Prions are the only proteins known to be infectious. Although the function of prions in healthy people is not known, they can cause neurodegeneration if their structure becomes altered into an infectious shape. Identifying biochemical triggers for these altered structures will be important in controlling prion disease. In collaboration with beamline B23, an international team of scientists from Belgium, Portugal, Switzerland, and the UK have recently reported one such trigger for altered prions in the journal Nature Structural & Molecular Biology. They discovered the formation of a latch that bridges together different regions of the prion protein. By virtue of the high flux and collimation of the ultraviolet beam at the B23 beamline, the researchers were able to use circular dichroism, a technique involving circularly polarized light, to map wide-reaching changes in prion structure responsible for its toxicity. Identifying the cascade of events that alter prion structure is paramount to the development of diagnostic and therapeutic interventions.
Neurons contain a protein called prion and, although we do not know how it functions in healthy people, it can cause severe neurodegeneration. Prions adopt abnormal shapes and this causes them to become infectious. Altered prions can convert normal prions and amplify in number at an accelerating rate. Large aggregates of infectious prions eventually form and damage brain architecture. Infectious prions have caused mad cow disease in cattle and kuru in humans — diseases that are invariably fatal. To treat prion disease, scientists need to understand what triggers the protein to change shape as these triggers could be used to detect the disease early. Understanding how prion structure changes can be useful for designing therapies that block the process.
Prion proteins have a rounded head region and a flexible tail and antibodies have been discovered that bind the head region. Antibodies are immune responders that specifically attack invading microbes (e.g. bacteria) but occasionally attack our own proteins. The prion antibody eluded researchers because it led to prion disease without directly morphing healthy prions into infectious prions. Instead, computer simulations of protein structure showed that the binding of the antibody altered the flexibility of the prion head region and induced the formation of a latch that bridged together two regions of the protein.
The researchers wondered if this latch could predispose prions to adopt the infectious shape when encountered by infectious prions. Mutant prions were generated that either induced or prevented formation of the latch and these were used to inoculate cultures of brain tissue alongside infectious prions. Neurodegeneration was accelerated by the latch-inducing mutant but was delayed by the latch-preventing mutant, suggesting the latch is a trigger. A further comparison of prion structure from individuals with a hereditary predisposition to prion disease revealed mutations that could be prone to latch formation. Identifying the latch could be important for early detection of prion disease or designing inhibitors of infectious prions. To determine how the latch alters the fate of the prion, it is important to understand what changes occur following latch formation. The team at B23 investigated how the latch induces a change in prion structure.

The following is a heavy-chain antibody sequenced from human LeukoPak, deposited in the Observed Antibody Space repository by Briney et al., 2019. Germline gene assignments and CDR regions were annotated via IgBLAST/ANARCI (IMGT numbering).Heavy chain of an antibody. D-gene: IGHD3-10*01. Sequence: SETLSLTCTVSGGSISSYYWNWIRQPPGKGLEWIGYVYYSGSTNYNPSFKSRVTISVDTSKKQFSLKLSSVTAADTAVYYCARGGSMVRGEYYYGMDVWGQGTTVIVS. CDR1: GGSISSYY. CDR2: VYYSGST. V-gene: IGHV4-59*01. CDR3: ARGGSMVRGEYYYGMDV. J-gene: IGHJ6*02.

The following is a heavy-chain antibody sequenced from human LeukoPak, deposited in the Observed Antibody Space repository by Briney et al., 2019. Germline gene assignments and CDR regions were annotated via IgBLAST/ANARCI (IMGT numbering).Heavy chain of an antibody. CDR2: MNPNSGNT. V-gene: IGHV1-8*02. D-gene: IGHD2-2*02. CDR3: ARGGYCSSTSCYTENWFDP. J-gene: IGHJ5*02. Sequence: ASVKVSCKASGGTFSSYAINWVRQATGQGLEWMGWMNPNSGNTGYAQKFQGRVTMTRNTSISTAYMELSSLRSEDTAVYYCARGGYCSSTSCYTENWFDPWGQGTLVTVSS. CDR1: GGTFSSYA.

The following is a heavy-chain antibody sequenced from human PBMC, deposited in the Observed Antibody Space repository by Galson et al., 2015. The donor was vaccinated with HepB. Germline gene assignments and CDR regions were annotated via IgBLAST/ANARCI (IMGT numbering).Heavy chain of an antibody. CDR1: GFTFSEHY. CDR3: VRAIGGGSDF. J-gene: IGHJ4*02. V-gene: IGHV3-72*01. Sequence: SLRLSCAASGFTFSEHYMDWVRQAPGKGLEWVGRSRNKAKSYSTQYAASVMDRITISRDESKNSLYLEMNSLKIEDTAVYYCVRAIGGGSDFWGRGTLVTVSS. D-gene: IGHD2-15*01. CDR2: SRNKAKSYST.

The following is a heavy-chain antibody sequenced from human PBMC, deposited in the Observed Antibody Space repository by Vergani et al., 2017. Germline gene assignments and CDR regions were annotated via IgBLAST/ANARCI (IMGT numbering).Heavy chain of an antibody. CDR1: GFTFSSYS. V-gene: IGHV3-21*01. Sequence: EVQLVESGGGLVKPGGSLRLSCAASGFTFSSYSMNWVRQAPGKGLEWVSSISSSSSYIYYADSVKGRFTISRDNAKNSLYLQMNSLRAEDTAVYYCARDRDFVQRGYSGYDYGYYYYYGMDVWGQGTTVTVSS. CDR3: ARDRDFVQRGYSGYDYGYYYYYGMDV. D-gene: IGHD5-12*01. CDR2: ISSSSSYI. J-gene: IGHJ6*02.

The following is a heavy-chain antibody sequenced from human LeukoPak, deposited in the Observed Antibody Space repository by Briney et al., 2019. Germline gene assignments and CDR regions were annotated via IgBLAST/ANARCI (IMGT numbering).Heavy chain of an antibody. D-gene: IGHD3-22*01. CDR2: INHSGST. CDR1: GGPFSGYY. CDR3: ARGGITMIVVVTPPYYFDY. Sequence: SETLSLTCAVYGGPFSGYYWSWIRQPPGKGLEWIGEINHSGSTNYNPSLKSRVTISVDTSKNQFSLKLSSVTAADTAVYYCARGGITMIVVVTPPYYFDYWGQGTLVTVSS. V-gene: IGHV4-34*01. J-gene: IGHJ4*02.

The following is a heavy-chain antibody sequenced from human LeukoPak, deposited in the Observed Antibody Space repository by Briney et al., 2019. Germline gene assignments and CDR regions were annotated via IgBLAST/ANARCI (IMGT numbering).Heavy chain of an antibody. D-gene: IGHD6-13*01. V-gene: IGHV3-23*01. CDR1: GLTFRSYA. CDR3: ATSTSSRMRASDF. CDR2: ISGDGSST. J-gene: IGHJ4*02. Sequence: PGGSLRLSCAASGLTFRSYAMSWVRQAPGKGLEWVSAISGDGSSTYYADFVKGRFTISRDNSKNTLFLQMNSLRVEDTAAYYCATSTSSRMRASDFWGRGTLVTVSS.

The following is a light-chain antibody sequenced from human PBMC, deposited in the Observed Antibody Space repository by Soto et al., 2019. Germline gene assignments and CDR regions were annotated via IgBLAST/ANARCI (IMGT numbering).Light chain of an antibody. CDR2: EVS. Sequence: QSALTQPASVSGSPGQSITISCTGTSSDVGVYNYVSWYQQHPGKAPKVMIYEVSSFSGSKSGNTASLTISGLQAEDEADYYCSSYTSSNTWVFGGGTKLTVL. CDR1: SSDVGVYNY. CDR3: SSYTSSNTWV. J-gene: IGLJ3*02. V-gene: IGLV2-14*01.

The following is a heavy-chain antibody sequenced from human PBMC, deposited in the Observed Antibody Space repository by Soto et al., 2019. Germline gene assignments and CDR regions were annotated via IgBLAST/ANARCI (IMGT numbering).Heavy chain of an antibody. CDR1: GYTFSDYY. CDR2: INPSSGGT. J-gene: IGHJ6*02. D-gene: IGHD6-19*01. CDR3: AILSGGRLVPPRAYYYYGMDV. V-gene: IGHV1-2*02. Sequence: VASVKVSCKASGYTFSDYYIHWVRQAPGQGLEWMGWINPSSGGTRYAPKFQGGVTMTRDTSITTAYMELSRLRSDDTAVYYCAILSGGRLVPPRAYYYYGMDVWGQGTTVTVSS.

B23 uses circular dichroism to study protein structure in solution, including the presence of irregularly shaped regions that often cannot be studied by other techniques, such as X-ray crystallography. The team compared the structure of the prion and the prion antibody when separate and bound together because latch formation only occurs in the bound state. The prion contained more irregularly shaped regions when bound to the antibody. However, no change in prion shape was observed between separate and bound states if they used a latch-preventing mutant in its place, indicating that the irregular structures appear following latch formation. To determine if the irregular structures were in the flexible tail or rounded head region, the tail was removed from a latch-forming mutant and irregular structures did not appear in the bound state. This revealed latch formation in the head region led to changes in the distant tail region of the prion.
Although benchtop circular dichroism equipment is available, this work could only be done using the optimised beam at B23.
Senior Beamline Scientist Dr Rohanah Hussain explains:
The high flux and collimation of the microbeam at B23 can be used to collect more information from a very small amount of sample. As it was challenging to purify these proteins in separate and bound states to a high yield, B23 was crucial for studying the dynamic structural changes that correlate with prion toxicity.
By removing the need for large yields of prion and prion antibody, the team were able to design elaborate experiments to map the location of changes in the prion protein. The discovery of the latch and successive changes to prion structure have spurred on drug discovery efforts and preliminary findings indicate that two drugs may hold promise for controlling prion disease.
To find out more about the B23 beamline or discuss potential applications, please contact Senior Beamline Scientist Rohanah Hussain: email@example.com; Principal Beamline Scientist Giuliano Siligardi: firstname.lastname@example.org
Frontzek K. et al. A conformational switch controlling the toxicity of the prion protein. Nature Structural & Molecular Biology. DOI: https://doi.org/10.1038/s41594-022-00814-7
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